India is all set to have the Indian Regional Navigational Satellite System (IRNSS) soon in the lines of the Global Positioning System (GPS) at an investment of Rs 1,600 crore. The Indian Space Research Organisation (ISRO) is developing the India-specific navigation system, comprising seven satellites, to provide invaluable positioning and timing data to aircraft and ships operating in the region.
According to ISRO chairman G Madhavan Nair, the IRNSS will be ready to work till 2011-12. For this, India has planned to put a constellation of seven satellites into a geo-synchronous orbit in coming six years. The constellation of seven satellites would create a all-inclusive navigational system applicable in the South Asian region.
ISRO’s step forward to achieve the IRNSS system is very important to have an efficient navigation system for countries in the region. ISRO would launch the first of the seven satellites in 2009.
All the satellites will be carried on PSLVs. The cost of the project would touch Rs 1600 crore mark. The IRNSS produced information, like GPS data, will be easily accessible by everyone to use.
Nair further said that ISRO is likely to launch 60 satellites over the next five years. He also accepted that launching so many satellites would put ISRO under tremendous pressure but he also said that the target was unrealistic at all.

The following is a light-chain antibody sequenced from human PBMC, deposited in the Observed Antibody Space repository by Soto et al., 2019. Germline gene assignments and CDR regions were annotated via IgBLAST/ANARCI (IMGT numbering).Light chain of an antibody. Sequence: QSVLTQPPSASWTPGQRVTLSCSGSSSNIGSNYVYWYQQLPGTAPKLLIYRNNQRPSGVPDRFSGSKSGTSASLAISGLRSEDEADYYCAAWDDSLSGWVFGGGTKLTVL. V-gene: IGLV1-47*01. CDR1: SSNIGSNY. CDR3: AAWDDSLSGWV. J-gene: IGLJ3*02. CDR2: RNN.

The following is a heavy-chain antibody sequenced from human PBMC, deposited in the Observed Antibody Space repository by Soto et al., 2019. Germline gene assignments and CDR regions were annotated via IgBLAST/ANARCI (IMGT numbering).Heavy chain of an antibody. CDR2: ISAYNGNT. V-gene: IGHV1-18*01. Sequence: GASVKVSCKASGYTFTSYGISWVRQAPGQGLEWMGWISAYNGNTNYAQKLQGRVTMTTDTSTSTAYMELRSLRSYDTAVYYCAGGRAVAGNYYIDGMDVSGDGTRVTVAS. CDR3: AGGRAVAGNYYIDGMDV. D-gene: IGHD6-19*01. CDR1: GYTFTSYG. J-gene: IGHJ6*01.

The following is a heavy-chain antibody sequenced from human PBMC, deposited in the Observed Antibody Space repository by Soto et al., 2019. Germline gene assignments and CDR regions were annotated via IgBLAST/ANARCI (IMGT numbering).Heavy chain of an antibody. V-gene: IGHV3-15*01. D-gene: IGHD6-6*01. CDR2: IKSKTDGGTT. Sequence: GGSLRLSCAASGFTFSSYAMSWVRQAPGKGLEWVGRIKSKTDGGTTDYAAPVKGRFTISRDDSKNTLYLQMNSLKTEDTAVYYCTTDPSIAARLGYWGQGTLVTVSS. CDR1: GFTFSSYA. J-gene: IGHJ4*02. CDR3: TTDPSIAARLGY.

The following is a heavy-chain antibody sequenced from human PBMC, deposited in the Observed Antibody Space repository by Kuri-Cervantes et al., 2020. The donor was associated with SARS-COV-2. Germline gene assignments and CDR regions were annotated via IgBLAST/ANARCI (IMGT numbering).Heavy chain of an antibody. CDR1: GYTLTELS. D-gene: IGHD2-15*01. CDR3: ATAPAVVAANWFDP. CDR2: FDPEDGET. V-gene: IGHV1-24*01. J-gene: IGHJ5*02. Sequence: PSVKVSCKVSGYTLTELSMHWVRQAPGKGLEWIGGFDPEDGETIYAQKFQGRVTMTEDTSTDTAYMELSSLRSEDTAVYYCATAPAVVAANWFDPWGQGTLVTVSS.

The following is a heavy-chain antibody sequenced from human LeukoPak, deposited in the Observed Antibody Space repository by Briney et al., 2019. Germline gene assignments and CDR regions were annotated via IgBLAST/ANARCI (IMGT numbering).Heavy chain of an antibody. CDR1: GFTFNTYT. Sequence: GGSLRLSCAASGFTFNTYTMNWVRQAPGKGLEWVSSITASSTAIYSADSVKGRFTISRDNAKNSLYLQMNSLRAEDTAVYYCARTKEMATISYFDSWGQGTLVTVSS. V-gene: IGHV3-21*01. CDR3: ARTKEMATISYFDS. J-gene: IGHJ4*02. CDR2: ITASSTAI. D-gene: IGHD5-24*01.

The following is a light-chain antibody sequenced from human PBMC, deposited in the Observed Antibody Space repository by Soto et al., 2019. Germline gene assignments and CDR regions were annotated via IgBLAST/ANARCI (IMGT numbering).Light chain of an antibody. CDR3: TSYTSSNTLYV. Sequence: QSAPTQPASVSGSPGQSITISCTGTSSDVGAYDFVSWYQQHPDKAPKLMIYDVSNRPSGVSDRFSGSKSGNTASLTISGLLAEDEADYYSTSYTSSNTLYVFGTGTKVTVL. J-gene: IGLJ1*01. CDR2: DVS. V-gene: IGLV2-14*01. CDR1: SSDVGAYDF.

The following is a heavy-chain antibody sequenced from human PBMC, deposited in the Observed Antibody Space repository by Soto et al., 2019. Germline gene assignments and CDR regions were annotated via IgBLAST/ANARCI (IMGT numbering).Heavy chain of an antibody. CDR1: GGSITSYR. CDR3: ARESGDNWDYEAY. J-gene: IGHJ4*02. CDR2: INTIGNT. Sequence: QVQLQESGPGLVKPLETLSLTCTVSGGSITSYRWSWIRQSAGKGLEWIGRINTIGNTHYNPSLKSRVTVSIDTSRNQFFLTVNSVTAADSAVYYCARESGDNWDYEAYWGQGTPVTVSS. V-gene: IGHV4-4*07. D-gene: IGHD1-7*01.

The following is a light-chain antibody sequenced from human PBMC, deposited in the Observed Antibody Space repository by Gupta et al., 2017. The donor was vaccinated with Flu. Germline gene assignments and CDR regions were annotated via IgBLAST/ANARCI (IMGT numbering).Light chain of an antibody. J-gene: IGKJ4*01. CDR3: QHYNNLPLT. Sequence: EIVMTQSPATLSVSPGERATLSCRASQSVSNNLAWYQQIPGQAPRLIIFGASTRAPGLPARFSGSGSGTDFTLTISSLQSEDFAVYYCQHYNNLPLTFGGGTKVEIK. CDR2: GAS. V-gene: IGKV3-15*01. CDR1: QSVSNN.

The indigenously developed navigation system will help the country’s specific needs like, providing infrastructure for generating data on position, navigation and timing, and also in the fields of agriculture, civil aviation and fisheries as well.
The US Defence Department is controlling the Global Positioning System. Russian scientists are working day and night to restoring its own navigation system of 24 satellites, called as Glonass, by 2009. Europe is also in process to build a satellite navigation system, named as Galileo, with a group of 30 satellites, till 2012-13.
At present, the ISRO has the capacity to launch 5-6 satellites every year and the ISRO is lunching four satellites per year. ISRO has decided to outsource more of the work to the industry, such as manufacture of satellite components.
With the help of such outsourcing, ISRO will definitely achieve target in next five-six years. ISRO has also planned to launch two GSLV and three PSLV satellites in next one year.
ISRO has also expressed its intention to send a spacecraft to Mars also. Nair said ISRO was waiting for the concrete proposals to be available once, and then India will be able to undertake a Mars mission. The Geosynchronous Satellite Launch Vehicle can take a 500-kg spacecraft to the Martian orbit anytime.
Earlier, Chandrayaan project director, Mylswamy Annadurai, had announced that India is all set to launch Chandrayaan-I on April 9, 2008. ISRO is likely to co-operate with Japanese Aerospace Exploratory Agency (Jaxa) for using their data for Indian lunar mission.